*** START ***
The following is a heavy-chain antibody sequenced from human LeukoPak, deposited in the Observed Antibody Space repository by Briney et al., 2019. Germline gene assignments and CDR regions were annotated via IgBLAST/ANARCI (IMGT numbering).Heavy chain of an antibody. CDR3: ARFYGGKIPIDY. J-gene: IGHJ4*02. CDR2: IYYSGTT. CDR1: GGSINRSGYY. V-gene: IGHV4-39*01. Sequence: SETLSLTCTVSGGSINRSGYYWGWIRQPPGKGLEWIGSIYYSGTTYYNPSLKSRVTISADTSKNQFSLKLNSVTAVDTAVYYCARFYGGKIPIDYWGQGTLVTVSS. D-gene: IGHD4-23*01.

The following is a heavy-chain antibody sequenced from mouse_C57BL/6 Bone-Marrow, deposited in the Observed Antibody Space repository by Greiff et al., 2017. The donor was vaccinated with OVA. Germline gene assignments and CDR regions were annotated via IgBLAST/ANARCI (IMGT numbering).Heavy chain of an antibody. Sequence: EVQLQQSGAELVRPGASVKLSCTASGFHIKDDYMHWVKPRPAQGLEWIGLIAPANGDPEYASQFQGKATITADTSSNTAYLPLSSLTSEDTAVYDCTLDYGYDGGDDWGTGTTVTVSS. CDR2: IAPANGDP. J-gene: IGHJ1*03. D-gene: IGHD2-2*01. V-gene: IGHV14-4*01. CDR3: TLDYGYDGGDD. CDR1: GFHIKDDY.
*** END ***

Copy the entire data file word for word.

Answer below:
The following is a heavy-chain antibody sequenced from human LeukoPak, deposited in the Observed Antibody Space repository by Briney et al., 2019. Germline gene assignments and CDR regions were annotated via IgBLAST/ANARCI (IMGT numbering).Heavy chain of an antibody. CDR3: ARFYGGKIPIDY. J-gene: IGHJ4*02. CDR2: IYYSGTT. CDR1: GGSINRSGYY. V-gene: IGHV4-39*01. Sequence: SETLSLTCTVSGGSINRSGYYWGWIRQPPGKGLEWIGSIYYSGTTYYNPSLKSRVTISADTSKNQFSLKLNSVTAVDTAVYYCARFYGGKIPIDYWGQGTLVTVSS. D-gene: IGHD4-23*01.

The following is a heavy-chain antibody sequenced from mouse_C57BL/6 Bone-Marrow, deposited in the Observed Antibody Space repository by Greiff et al., 2017. The donor was vaccinated with OVA. Germline gene assignments and CDR regions were annotated via IgBLAST/ANARCI (IMGT numbering).Heavy chain of an antibody. Sequence: EVQLQQSGAELVRPGASVKLSCTASGFHIKDDYMHWVKPRPAQGLEWIGLIAPANGDPEYASQFQGKATITADTSSNTAYLPLSSLTSEDTAVYDCTLDYGYDGGDDWGTGTTVTVSS. CDR2: IAPANGDP. J-gene: IGHJ1*03. D-gene: IGHD2-2*01. V-gene: IGHV14-4*01. CDR3: TLDYGYDGGDD. CDR1: GFHIKDDY.